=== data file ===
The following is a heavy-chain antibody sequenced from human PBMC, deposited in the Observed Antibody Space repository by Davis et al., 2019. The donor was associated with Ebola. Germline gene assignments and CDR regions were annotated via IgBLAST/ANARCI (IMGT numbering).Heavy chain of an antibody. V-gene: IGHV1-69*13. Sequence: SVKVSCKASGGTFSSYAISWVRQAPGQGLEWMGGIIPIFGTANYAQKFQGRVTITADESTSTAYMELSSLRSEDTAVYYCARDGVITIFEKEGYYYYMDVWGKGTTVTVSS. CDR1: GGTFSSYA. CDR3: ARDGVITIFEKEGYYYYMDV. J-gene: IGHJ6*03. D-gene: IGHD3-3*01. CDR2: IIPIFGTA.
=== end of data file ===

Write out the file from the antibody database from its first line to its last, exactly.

The following is a heavy-chain antibody sequenced from human PBMC, deposited in the Observed Antibody Space repository by Davis et al., 2019. The donor was associated with Ebola. Germline gene assignments and CDR regions were annotated via IgBLAST/ANARCI (IMGT numbering).Heavy chain of an antibody. V-gene: IGHV1-69*13. Sequence: SVKVSCKASGGTFSSYAISWVRQAPGQGLEWMGGIIPIFGTANYAQKFQGRVTITADESTSTAYMELSSLRSEDTAVYYCARDGVITIFEKEGYYYYMDVWGKGTTVTVSS. CDR1: GGTFSSYA. CDR3: ARDGVITIFEKEGYYYYMDV. J-gene: IGHJ6*03. D-gene: IGHD3-3*01. CDR2: IIPIFGTA.